Differences between Latin American Spanish and Spain Spanish

We have already established there are several varieties of Spanish throughout the Hispanosphere. Of course, a native speaker will understand all of them, but for a new learner it might seem confusing. So, what are the real differences between Latin American Spanish and Spain Spanish?

Spanish Latin America and Spain SpanishUstedes vs Vosotros.

This is one of the most well known differences between Latin American Spanish and Spain Spanish.

Castilian has two plural forms for the English “you”, vosotros and ustedes. And in Spain, both are used. Vosotros is the top choice for informal conversations, while ustedes is used only in a few formal contexts. But not in Latin America. Latin American speakers only use ustedes and don’t conjugate the verb for vosotros.

Usted vsvs Vos

Following the last point, it should not come as a surprise to you that usted is reserved for only a handful of very formal situations in Spain. Instead, is acceptable in most conversations.

In Latin America, however, usted is much more commonly heard. Once people start getting comfortable with you, they might invite you to use the form, which is reserved for friends and family. But in some countries, like Argentina, Uruguay and Paraguay is replaced by vos.


Every language, even the ones spoken on smaller countries, have variations on their pronunciation. It shouldn’t be surprising that Spanish, which is spoken all over the world, has many accents. Thus, phenomena like seseo and ceceo are one of main differences between Latin American Spanish and Spain Spanish.

Seseo is common in Latin America, and it means that the letters c and z are read like a “th”. Some read the s as a “th” as well, a practice known as ceceo. Most people in Spain make the distinction between these three sounds, with the exception of a few speakers in the South. However, Spanish immigrants to Latin American were disproportionately from this region.

The use of seseo is also common in Galician, a close relative spoken in the region of Galicia. This region was the birthplace of many immigrants as well, which means seseo in Latin American Spanish may actually have its origins in Galician too.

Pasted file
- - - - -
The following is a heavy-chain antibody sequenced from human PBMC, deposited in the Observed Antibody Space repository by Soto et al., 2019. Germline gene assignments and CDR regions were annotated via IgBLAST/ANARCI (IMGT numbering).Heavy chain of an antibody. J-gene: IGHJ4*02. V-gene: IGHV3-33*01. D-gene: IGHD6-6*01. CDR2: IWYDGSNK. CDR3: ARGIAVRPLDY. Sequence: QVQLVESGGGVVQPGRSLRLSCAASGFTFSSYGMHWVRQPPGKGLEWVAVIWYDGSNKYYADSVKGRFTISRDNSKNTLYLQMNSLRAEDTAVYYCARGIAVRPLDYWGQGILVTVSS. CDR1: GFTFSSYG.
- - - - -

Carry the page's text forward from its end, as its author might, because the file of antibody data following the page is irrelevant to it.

Coche or carro

What would you call this?

Vocabulary Changes

Vocabulary changes make up for the trickiest differences between Latin American Spanish and Spain Spanish. Some words cease to exist altogether, while others gain vehttps://www.spanishgurus.com/blog/how-to-say-car-computer-pen-spanish/ry different meanings. Here are some examples:

Coche [car] is by far the most common word in Spain. In Latin America auto/automóvil and carro are used instead. So remember when we discussed Neutral Spanish? The word most speakers will understand is automóvil. For buses, you will also hear several designations in Latin America, which makes bus the safest option.

Many other words related to transportation change. Another example would be conducir/manejar (drive). In Spain, the word manejar also exists, but with a different meaning, managing.

Some everyday words you should keep an eye out for are ordenador/computadora (computer), móvil/celular (cell phone); nevera/refrigerador (fridge), melocotón/durazno (peach) and gafas/anteojos (glasses).

You should also watch out for the word coger. In Spain Spanish, it simply means take or fetch. Take a cab, for example. But in Latin American Spanish it refers to a physical act of love (or should we say pasión?)


Isn’t this paella super guay?

Idiomatic expressions

Idiomatic expressions change from region to region even within the same country. You should expect every country in Latin America to have them, so it is a bit unfair to say there are only difference between Latin American Spanish and Spain Spanish.

In Spain, the words guay and chulo mean that something is cool and nice. But in Latin America, they carry no meaning. Instead, you will hear chido or padre in Mexico, bacano in Colombia and copado in Argentina.

Is this all?

No, not really. The culture of the Spanish speaking countries is so rich that many other differences between Latin American Spanish and Spain Spanish could be pointed out. Stay tuned to our blog to learn more about them!